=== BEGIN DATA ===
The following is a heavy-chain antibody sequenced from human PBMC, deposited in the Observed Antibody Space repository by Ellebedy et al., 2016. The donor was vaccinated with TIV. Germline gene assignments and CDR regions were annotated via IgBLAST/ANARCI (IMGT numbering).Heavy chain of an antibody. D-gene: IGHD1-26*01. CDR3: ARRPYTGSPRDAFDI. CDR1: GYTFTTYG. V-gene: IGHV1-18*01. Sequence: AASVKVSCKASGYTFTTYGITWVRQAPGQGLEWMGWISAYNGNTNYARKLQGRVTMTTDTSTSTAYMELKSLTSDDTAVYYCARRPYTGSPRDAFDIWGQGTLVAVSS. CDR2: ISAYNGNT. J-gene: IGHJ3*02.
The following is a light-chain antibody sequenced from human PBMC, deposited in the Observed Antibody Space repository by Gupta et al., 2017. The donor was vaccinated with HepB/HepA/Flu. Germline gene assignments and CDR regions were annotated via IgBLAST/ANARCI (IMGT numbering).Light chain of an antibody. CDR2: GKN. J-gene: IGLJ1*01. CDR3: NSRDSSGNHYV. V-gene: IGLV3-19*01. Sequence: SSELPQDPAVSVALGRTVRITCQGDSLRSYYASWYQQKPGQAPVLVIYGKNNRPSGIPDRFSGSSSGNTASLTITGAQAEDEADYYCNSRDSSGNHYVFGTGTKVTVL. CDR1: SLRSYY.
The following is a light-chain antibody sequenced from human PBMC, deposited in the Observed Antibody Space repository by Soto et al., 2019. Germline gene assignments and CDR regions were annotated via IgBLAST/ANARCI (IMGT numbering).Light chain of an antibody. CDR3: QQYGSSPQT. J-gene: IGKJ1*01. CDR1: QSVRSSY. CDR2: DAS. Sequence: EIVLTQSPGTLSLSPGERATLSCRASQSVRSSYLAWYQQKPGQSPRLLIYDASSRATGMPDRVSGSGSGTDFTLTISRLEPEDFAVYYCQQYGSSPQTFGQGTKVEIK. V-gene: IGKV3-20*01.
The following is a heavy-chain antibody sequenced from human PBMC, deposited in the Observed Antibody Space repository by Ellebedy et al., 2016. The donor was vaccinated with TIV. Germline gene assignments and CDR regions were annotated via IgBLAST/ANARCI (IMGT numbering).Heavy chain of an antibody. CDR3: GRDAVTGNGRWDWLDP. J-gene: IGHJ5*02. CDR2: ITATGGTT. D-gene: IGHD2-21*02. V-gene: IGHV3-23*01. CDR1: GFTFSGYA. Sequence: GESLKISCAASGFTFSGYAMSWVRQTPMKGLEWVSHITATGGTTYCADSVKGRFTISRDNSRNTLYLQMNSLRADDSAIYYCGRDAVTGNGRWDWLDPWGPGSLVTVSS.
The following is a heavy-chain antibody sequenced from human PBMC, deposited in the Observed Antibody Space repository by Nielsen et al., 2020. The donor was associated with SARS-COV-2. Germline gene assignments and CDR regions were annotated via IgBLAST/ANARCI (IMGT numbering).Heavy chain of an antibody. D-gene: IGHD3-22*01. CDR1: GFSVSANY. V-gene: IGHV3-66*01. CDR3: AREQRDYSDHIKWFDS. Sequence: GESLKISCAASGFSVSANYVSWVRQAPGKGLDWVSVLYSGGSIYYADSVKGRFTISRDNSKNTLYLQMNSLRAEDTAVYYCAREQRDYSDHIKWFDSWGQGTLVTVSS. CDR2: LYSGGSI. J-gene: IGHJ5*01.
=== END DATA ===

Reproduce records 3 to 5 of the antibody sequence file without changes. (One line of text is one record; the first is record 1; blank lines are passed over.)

The following is a light-chain antibody sequenced from human PBMC, deposited in the Observed Antibody Space repository by Soto et al., 2019. Germline gene assignments and CDR regions were annotated via IgBLAST/ANARCI (IMGT numbering).Light chain of an antibody. CDR3: QQYGSSPQT. J-gene: IGKJ1*01. CDR1: QSVRSSY. CDR2: DAS. Sequence: EIVLTQSPGTLSLSPGERATLSCRASQSVRSSYLAWYQQKPGQSPRLLIYDASSRATGMPDRVSGSGSGTDFTLTISRLEPEDFAVYYCQQYGSSPQTFGQGTKVEIK. V-gene: IGKV3-20*01.
The following is a heavy-chain antibody sequenced from human PBMC, deposited in the Observed Antibody Space repository by Ellebedy et al., 2016. The donor was vaccinated with TIV. Germline gene assignments and CDR regions were annotated via IgBLAST/ANARCI (IMGT numbering).Heavy chain of an antibody. CDR3: GRDAVTGNGRWDWLDP. J-gene: IGHJ5*02. CDR2: ITATGGTT. D-gene: IGHD2-21*02. V-gene: IGHV3-23*01. CDR1: GFTFSGYA. Sequence: GESLKISCAASGFTFSGYAMSWVRQTPMKGLEWVSHITATGGTTYCADSVKGRFTISRDNSRNTLYLQMNSLRADDSAIYYCGRDAVTGNGRWDWLDPWGPGSLVTVSS.
The following is a heavy-chain antibody sequenced from human PBMC, deposited in the Observed Antibody Space repository by Nielsen et al., 2020. The donor was associated with SARS-COV-2. Germline gene assignments and CDR regions were annotated via IgBLAST/ANARCI (IMGT numbering).Heavy chain of an antibody. D-gene: IGHD3-22*01. CDR1: GFSVSANY. V-gene: IGHV3-66*01. CDR3: AREQRDYSDHIKWFDS. Sequence: GESLKISCAASGFSVSANYVSWVRQAPGKGLDWVSVLYSGGSIYYADSVKGRFTISRDNSKNTLYLQMNSLRAEDTAVYYCAREQRDYSDHIKWFDSWGQGTLVTVSS. CDR2: LYSGGSI. J-gene: IGHJ5*01.